Tennessee Brothers Who Allegedly Bought 18,000 Bottles of Hand Sanitizer to Sell at Inflated Prices Say They Are 'Truly Sorry'

Two Tennessee brothers who are under investigation after allegedly buying 18,000 bottles of hand sanitizer to sell at inflated prices on Amazon during the coronavirus outbreak say they are "truly sorry."

The New York Times first reported that Matt Colvin and his brother Noah Colvin had cleared store shelves of hand sanitizer, antibacterial wipes and medical masks in Tennessee and Kentucky before trying to resell them for profit online.

The brothers, of Hixson, Tennessee bought up supplies around Tennessee on March 1—the day after the first death from COVID-19 in the U.S. was announced, the newspaper reported. Noah Colvin spent the next three days driving 1,300 miles across Tennessee and Kentucky, filling up a truck up with thousands of bottles of hand sanitizer and wipes.

Matt Colvin said he posted 300 bottles of hand sanitizer for sale on Amazon between $8 and $70 each and quickly sold them all. But then the online retailer removed the listings, warning sellers they would be suspended if they price gouged, leaving the brothers with a massive stockpile.

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Hand sanitizer
Empty shelves and a sign regarding product rationing are visible at a Target store in Contra Costa County, San Ramon, California. Smith Collection/Gado/Getty Images

He told WTHR that he and his family had received death threats since making headlines.

"If by my actions, anyone was directly impacted and unable to get sanitizer from one of their local stores because I purchased it all, I am truly sorry for that," Matt Colvin told the station.

After their story appeared in the Times and other outlets, the Tennessee Attorney General's Office revealed they were being investigated for alleged price gouging. The office issued a cease and desist letter ordering the brothers to stop buying and selling medical goods.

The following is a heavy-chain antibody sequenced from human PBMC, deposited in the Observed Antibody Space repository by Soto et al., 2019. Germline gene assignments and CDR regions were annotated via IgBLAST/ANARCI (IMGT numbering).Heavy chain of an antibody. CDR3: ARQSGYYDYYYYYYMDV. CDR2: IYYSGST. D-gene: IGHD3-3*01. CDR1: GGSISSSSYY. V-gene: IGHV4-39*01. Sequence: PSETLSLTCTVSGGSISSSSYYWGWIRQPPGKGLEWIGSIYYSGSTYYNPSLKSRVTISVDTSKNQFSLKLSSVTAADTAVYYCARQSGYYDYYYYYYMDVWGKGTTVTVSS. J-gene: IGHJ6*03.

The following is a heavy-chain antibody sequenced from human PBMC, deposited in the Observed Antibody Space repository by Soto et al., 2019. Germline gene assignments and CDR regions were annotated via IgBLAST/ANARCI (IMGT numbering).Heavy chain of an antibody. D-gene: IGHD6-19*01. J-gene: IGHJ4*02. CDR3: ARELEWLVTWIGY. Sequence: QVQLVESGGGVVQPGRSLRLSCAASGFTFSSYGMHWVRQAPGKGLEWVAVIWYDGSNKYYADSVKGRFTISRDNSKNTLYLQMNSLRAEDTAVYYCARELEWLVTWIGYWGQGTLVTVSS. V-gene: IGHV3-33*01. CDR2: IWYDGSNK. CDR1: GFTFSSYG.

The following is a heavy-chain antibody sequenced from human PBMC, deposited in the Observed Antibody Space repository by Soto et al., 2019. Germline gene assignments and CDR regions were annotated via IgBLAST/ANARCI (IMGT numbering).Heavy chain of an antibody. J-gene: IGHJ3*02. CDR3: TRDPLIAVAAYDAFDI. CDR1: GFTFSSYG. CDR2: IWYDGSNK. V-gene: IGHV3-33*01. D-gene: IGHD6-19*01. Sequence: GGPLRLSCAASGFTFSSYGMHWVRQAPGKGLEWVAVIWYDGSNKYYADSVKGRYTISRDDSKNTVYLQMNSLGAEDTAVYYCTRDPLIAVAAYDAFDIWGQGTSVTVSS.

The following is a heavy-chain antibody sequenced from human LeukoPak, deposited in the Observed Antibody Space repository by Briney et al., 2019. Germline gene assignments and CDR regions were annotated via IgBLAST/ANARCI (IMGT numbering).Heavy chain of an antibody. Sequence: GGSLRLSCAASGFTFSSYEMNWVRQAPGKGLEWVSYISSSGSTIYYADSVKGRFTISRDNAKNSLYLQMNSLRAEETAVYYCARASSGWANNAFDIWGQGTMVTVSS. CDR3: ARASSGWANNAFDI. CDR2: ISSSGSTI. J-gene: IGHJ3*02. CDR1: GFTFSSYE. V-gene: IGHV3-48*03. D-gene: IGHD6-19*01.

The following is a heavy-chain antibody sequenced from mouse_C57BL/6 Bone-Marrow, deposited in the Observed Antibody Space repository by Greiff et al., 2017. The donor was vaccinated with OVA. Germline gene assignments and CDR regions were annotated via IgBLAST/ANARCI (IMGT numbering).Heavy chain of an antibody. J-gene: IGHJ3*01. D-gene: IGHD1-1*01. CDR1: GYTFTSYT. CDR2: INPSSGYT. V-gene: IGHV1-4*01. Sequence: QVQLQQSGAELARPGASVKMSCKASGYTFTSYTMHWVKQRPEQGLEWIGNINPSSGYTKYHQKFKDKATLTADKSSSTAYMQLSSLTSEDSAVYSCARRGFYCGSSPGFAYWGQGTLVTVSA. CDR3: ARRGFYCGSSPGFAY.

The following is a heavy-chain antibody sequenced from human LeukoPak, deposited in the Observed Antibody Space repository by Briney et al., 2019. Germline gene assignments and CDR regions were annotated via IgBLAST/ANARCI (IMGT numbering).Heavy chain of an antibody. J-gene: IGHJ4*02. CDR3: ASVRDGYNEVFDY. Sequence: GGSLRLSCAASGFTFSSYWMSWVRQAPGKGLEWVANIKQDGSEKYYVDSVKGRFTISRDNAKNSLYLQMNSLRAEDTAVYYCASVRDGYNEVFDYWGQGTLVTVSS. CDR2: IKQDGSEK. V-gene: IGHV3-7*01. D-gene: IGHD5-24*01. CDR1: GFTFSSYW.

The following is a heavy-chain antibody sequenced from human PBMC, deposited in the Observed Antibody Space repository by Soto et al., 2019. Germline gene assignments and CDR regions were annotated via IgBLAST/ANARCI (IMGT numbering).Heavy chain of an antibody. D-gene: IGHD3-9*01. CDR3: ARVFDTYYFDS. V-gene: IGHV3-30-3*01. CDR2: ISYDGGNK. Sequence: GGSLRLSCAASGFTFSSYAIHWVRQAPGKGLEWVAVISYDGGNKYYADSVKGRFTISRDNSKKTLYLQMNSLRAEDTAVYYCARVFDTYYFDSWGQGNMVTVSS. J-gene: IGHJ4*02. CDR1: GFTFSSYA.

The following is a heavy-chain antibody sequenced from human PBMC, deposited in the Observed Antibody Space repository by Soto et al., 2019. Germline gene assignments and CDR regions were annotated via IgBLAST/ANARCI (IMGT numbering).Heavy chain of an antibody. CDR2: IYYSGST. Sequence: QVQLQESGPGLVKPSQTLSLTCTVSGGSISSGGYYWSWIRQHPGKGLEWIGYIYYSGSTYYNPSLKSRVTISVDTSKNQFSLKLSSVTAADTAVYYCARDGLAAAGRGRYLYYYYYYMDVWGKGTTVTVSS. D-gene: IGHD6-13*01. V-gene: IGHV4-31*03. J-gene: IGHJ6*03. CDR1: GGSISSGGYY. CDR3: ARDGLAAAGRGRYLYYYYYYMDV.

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"We will not tolerate price gouging in this time of exceptional need, and we will take aggressive action to stop it," Tennessee Attorney General Herbert H. Slatery III said in a statement on Saturday.

It came after Tennessee Governor Bill Lee declared a state of emergency on Thursday, which in part triggered an anti-price gouging law.

"This is a time where we have to focus on helping our neighbors, not profiting from them," Kentucky Attorney General Daniel Cameron added. "We're not going to tolerate selfish actions that put the health of Kentuckians at risk, and I'm grateful for Tennessee Attorney General Herbert Slatery's partnership in bringing an end to this harmful scheme."

Colvin had initially maintained that he would try to sell the items "for a slight profit" locally.

"But I'm not looking to be in a situation where I make the front page of the news for being that guy who hoarded 20,000 bottles of sanitizer that I'm selling for 20 times what they cost me," he told the Times. Later, he said he was looking into ways to donate the supplies.

On Sunday, the Times reported that a third of the items had been donated to a church so they could be distributed to those in need. The remainder of the supplies were taken by the Tennessee Attorney General's Office to be handed over to their counterparts for distribution in Kentucky.

World Health Organization advice for avoiding spread of COVID-19

Hygiene advice

  • Clean hands frequently with soap and water, or alcohol-based hand rub.
  • Wash hands after coughing or sneezing;
  • When caring for the sick; before; during and after food preparation; before eating; after using the toilet; when hands are visibly dirty; and after handling animals or waste.
  • Maintain at least 1 meter (3 feet) distance from anyone who is coughing or sneezing.
  • Avoid touching your hands, nose and mouth. Do not spit in public.
  • Cover your mouth and nose with a tissue or bent elbow when coughing or sneezing. Discard the tissue immediately and clean your hands.

Medical advice

  • If you feel unwell seek medical care early and call local health authorities in advance.
  • Stay up to date on COVID-19 developments issued by health authorities, follow guidance.

Mask usage

  • Healthy individuals only need to wear a mask if taking care of a sick person.
  • Wear a mask if you are coughing or sneezing.
  • Masks are effective when used in combination with frequent hand cleaning.
  • Do not touch the mask while wearing it. Clean hands if you touch the mask.
  • Learn how to properly put on, remove and dispose of masks.
  • Clean hands after disposing of mask, do not reuse single-use masks.
Tennessee Brothers Who Allegedly Bought 18,000 Bottles of Hand Sanitizer to Sell at Inflated Prices Say They Are 'Truly Sorry' | U.S.